Much scarier! I When I wrote non-fiction about my dance with breast cancer, I knew that, even if people didn’t like the books, or my approach to the disease, I was sharing my own experience, and that gave a sort of protection. With fiction I’m sharing something that I’ve made, and I feel much more vulnerable about it. I really thought it would be the other way round.

3. How has your previous writing influenced Surrounded by Water?

I blogged all the way through my dance with cancer, and that experience taught me a great deal. I learned that words don’t write themselves, that readers can smell what’s inauthentic, and that the process of writing is, basically, about showing up and getting on with it. My experience of having the first two books edited showed me that I needed to weigh words carefully and to value my readers’ time as well as my own.

4. What are your top five must read novels?

Oooh. Well, I think this would change if you asked me next week, because picking 5 books is impossible…. but, with that caveat, I recommend:

‘A Suitable Boy’ by Vikram Seth for scale, emotional involvement and beautiful writing

‘A Tale For The Time Being’ by Ruth Ozeki for its clever storytelling and delightful narrator

”Bel Canto’ by Ann Patchett for sheer truth and emotional impact

‘Fingersmith’ by Sarah Waters for dazzling twisty-turny plot – I think it’s the only book I’ve ever read that has made me gasp and put my hand to my mouth!

‘The House Of Mirth’ by Edith Wharton for wit and wisdom and the brilliance of the main character, Lily Bart

5. What advice would you offer to would-be novelists?

If you really want to write, write. Make time – small pockets of time if you have to. Give up soap operas or cleaning the car, or make a deal with someone about shared school runs. If you have a day job – and most writers do – go to bed earlier and get up earlier so you have some undisturbed time. No-one ever writes a book because they have nothing else to do. If you go on to Twitter at 5am it’s full of writers who’ve got up early to get 500 words in before work (while faffing about on Twitter, another essential part of writing life). You can worry about agents and publishers and platforms once you have something for those agents and publishers and platforms to engage with.

Check out Stephanie’s website here. Surrounded By Water is available to buy now- I’ll be reviewing it in my end-of-month reading round up.




Britpop playlist

Benn and I have been listening to BBC6 Music’s History of Britpop stuff this week and we had a discussion about it last night; I loved Britpop, Benn was more into dance music (he was a strange child.) It was a funny time for me, the mid-90s. I was a bit too young for grunge (I discovered that later) and I distinctly remember loving Pulp before The Spice Girls even arrived. Anyway, I thought I’d put together a playlist of Britpop classics for a sunny afternoon!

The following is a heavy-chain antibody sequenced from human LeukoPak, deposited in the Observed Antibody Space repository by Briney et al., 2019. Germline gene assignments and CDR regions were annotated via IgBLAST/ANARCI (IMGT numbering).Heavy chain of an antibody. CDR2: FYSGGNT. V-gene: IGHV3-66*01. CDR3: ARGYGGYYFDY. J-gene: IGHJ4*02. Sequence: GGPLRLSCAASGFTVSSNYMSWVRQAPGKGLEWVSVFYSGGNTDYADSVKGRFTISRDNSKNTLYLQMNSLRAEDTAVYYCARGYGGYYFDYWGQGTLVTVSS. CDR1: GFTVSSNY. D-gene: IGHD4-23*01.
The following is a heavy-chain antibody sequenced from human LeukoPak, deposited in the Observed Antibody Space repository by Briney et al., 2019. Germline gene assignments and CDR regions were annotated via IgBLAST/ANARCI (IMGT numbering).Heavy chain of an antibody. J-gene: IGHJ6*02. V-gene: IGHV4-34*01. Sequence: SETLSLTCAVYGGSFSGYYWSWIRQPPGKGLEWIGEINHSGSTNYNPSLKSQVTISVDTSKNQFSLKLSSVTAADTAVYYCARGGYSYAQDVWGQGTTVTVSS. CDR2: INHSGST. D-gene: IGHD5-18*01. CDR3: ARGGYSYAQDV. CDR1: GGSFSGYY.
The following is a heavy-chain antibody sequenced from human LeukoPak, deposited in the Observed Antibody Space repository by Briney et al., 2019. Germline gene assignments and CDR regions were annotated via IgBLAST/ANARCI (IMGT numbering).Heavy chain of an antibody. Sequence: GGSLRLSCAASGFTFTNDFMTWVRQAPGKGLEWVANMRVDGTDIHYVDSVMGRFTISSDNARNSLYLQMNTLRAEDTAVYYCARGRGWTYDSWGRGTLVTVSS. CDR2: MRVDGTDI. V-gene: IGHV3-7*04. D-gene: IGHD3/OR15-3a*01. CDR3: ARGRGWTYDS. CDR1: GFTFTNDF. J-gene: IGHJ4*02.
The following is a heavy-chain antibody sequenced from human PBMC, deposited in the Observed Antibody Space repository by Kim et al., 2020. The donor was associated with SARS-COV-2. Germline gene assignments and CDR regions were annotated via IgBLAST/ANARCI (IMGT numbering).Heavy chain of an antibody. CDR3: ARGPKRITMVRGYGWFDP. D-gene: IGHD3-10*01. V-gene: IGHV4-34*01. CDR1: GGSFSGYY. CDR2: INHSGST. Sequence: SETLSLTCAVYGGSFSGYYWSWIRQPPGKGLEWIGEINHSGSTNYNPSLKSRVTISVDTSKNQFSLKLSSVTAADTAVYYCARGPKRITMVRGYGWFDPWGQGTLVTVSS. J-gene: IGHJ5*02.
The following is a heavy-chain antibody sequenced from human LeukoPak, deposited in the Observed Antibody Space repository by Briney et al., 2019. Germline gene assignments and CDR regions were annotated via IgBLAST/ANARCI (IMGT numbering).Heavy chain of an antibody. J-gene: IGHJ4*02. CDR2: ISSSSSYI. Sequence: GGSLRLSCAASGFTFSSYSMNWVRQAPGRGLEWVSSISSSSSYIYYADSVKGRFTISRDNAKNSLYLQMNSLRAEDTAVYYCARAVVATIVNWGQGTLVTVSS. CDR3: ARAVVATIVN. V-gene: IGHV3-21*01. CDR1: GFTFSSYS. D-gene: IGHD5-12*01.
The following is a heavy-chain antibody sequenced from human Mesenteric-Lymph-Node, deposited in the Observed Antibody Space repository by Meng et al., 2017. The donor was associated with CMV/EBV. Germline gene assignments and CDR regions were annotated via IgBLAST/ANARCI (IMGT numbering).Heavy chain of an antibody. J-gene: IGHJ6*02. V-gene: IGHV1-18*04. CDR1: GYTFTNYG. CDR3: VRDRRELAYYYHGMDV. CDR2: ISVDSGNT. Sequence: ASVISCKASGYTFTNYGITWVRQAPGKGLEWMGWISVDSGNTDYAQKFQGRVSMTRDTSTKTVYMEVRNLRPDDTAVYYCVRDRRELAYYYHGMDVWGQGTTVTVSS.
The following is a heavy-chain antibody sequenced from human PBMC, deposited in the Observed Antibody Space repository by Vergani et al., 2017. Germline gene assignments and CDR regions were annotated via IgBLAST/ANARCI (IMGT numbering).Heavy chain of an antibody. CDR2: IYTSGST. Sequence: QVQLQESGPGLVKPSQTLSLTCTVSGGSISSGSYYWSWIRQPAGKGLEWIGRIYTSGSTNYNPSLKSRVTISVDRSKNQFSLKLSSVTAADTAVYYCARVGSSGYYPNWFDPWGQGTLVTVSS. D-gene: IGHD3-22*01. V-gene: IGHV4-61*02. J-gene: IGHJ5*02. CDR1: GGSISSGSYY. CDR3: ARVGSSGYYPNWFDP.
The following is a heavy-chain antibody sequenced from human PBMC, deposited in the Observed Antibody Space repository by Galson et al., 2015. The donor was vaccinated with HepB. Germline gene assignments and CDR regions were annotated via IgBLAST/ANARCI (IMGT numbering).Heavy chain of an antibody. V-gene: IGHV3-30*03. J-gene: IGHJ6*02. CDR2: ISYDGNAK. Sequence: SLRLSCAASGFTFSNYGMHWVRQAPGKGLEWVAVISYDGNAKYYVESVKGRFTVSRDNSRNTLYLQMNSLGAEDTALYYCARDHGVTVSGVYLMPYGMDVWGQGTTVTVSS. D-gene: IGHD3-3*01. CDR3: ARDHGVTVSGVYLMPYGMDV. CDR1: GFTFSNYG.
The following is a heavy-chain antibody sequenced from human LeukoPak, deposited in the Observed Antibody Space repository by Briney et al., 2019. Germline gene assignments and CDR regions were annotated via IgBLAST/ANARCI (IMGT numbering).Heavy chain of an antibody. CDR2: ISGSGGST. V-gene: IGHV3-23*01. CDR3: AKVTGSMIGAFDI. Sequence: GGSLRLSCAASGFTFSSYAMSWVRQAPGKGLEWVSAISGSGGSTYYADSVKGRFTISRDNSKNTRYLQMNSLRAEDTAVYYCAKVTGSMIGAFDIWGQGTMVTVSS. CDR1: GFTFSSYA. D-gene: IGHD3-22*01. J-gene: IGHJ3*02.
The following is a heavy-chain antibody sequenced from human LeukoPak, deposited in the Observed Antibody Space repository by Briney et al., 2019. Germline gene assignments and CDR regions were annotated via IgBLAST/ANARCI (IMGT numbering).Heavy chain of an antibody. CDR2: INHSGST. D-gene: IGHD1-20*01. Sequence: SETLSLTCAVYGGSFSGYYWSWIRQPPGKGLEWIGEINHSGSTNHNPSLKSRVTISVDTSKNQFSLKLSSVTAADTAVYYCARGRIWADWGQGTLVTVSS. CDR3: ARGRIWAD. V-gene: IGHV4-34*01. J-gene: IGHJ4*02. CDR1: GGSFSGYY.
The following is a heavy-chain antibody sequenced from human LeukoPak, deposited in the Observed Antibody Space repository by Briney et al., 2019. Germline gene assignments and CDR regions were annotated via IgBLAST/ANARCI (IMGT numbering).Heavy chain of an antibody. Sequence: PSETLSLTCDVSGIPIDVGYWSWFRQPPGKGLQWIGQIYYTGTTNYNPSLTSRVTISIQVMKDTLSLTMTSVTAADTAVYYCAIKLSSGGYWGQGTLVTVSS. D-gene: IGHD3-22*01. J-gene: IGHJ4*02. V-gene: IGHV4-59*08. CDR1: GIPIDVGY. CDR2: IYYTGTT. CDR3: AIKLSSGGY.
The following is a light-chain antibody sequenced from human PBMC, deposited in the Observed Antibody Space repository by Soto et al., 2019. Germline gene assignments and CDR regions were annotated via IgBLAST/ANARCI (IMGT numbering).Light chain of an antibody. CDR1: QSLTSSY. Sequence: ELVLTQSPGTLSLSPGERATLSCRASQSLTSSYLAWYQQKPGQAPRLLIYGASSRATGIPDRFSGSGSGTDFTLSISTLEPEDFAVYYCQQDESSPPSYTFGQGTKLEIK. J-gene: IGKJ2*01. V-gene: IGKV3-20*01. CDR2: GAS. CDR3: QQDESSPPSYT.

By the way, in the comments, can you tell me which band was the best of the genre? Benn and I disagree.


The Bluetones- Slight Return

I’ve had discussions with my friend Alex about how The Bluetones are one of the more underrated Britpop bands. I love this song and never get bored of it.

Elastica- Connection

Elastica are one of those bands I’ve learnt to like more as I got older; they didn’t really register on my radar at the time of Britpop.

Sleeper- What Do I Do Now?

I love this song. I loved it when I was a kid and I always wanted Louise Wener’s haircut. Alas, my hair did not want that haircut.

Pulp- Common People

For me, Pulp are the band of Britpop; I can’t quite explain it, but I think they didn’t have the boorishness of Oasis or the faux-matey-ness of Blur. They just got on with it. Plus, Jarvis Cocker can do no wrong in my eyes. (Fun fact: we had this played at our wedding, video and all.)

Oasis- Live Forever

Despite what I said about Oasis, Definitely Maybe is one of my all time favourite albums. I just liked them before they got a bit messy.

Blur- The Universal

Unlike with Oasis, I prefer Blur’s later stuff (as this was released at the end of 1995, I reckon it still counts as Britpop). It’s a shame British Gas ruined what is essentially a lovely song with quite a scary message though.

Dodgy- Good Enough

Remember when one of Dodgy was engaged to Denise Van Outen? No? I do. Anyway, as a kid, I loved Dodgy’s exuberance and joie de vivre… another underrated band.

Echobelly- King of The Kerb

I remember singing this at school and not having any idea what the lyrics were about. I may have also had this on a Smash Hits tape…

17 months…

Can you believe that D is almost a year and a half old? This time last year, I was preparing to go back to work and slowly winning the battle with postnatal depression. D was a cheeky little dude who laughed a lot and shuffled about a bit, but not much else. Now he’s a (sort of) walking, talking monkey who, like his mother, never shuts up: